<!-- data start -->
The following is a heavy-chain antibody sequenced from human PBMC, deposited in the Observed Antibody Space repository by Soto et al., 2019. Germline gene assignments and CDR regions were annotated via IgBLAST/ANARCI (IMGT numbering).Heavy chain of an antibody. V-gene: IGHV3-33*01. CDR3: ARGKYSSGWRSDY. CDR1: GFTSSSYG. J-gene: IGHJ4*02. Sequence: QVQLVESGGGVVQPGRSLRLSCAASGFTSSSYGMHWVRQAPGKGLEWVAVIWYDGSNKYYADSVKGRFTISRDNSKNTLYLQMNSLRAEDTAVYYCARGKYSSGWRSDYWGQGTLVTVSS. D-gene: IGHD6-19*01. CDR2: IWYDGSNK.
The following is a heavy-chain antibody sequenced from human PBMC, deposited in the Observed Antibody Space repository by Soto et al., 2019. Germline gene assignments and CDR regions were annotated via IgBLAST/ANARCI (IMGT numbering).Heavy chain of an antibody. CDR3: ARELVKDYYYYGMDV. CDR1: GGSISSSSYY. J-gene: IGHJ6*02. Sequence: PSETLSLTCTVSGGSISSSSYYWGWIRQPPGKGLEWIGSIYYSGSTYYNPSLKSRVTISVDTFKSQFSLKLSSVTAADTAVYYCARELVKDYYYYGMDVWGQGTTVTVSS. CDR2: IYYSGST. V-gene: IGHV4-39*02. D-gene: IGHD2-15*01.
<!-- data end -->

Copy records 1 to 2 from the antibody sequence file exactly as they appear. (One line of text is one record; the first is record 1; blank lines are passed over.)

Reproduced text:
The following is a heavy-chain antibody sequenced from human PBMC, deposited in the Observed Antibody Space repository by Soto et al., 2019. Germline gene assignments and CDR regions were annotated via IgBLAST/ANARCI (IMGT numbering).Heavy chain of an antibody. V-gene: IGHV3-33*01. CDR3: ARGKYSSGWRSDY. CDR1: GFTSSSYG. J-gene: IGHJ4*02. Sequence: QVQLVESGGGVVQPGRSLRLSCAASGFTSSSYGMHWVRQAPGKGLEWVAVIWYDGSNKYYADSVKGRFTISRDNSKNTLYLQMNSLRAEDTAVYYCARGKYSSGWRSDYWGQGTLVTVSS. D-gene: IGHD6-19*01. CDR2: IWYDGSNK.
The following is a heavy-chain antibody sequenced from human PBMC, deposited in the Observed Antibody Space repository by Soto et al., 2019. Germline gene assignments and CDR regions were annotated via IgBLAST/ANARCI (IMGT numbering).Heavy chain of an antibody. CDR3: ARELVKDYYYYGMDV. CDR1: GGSISSSSYY. J-gene: IGHJ6*02. Sequence: PSETLSLTCTVSGGSISSSSYYWGWIRQPPGKGLEWIGSIYYSGSTYYNPSLKSRVTISVDTFKSQFSLKLSSVTAADTAVYYCARELVKDYYYYGMDVWGQGTTVTVSS. CDR2: IYYSGST. V-gene: IGHV4-39*02. D-gene: IGHD2-15*01.